Wednesday, June 27, 2007

Helping the world?s children

Children?s poetry book plans to make a difference


Whit Albright with his son Fisher whose handprint is ?Create for Our Children?s? logo.

Concern for the state of children in the world not only motivated Whit and Kristen Albright to publish a children's book, it provoked them to create the non-profit organization "Create for Our Children."

"Create for Our Children" will launch its first children's book, "From a Smile Falls a Laugh," at a book party on Saturday, June 30, at the American Legion Hall at 220 Cottonwood St. from 4 to 7 p.m. All proceeds from the book's first printing will be given to an orphanage in Mapalo, Zambia.

Whit has been writing children's poetry for over 12 years. When he married his wife, Kristen, the two discussed doing a children's book together, but it wasn't until after the birth of their second child that they finally got serious about it.

"Last October we had a brainstorm and started discussing the state of the world and specifically the state of children in the world," Kristen said. "We were having our second child and were hyper sensitive to things. We sent $15 to several different non-profit groups, but we thought that wasn't enough."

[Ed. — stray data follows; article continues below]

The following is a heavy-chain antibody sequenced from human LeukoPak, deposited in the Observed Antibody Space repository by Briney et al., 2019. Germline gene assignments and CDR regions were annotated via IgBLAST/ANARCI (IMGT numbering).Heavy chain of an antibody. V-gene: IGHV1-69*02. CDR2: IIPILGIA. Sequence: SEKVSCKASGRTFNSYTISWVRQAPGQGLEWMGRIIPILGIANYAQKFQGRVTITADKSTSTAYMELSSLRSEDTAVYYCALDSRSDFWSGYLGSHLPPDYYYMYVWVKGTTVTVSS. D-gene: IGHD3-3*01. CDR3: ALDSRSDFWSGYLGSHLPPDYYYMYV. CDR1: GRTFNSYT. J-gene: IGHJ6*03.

After a brainstorming session last October, the Albrights decided to produce a book with Whit's poems and start a non-profit organization that would contribute one hundred percent of its proceeds to children in need.

"We could not find a reliable source," Kristen said. "We had to have accountability, and it was by chance that one of our board members was at a party and met Peter DeBaun who started 'Fishing for Life' with a group of fly-fishing guides from Idaho."

DeBaun is a fly-fishing guide for Silver Creek Outfitters in Ketchum and is also the director of an orphanage in Malpalo, Zambia.

"After all costs we hope to raise $30,000," Kristen said. "Peter needed money to run an orphanage of 300 children. They need supplies, medicine, teachers and clothing. He said that after an audit he needed $30,000. The story is on the first page of the book."

Whit has given up all rights to his poetry, 12 years worth of writing, to "Create for Our Children," and along with Kristen the two have learned to be self-publishers.

"The whole thing has taken on a life of its own, and there is no way just one of us could have done it," Kristen said. "We hope to sell 3,000 copies through our Web site, local bookstores and a launch party. Additionally there will be other products such as CDs and artwork from the work."

With other printings, "Create for Our Children" hopes to help other children's groups in need, such as the Idaho Food Bank's Kids Café as well as the Women and Children's Alliance, which helps women and children who are victims of domestic violence.

"It is the job of our board members to help bring to the table children's groups in need," Kristen said. "There is an endless list, but we need to raise awareness."




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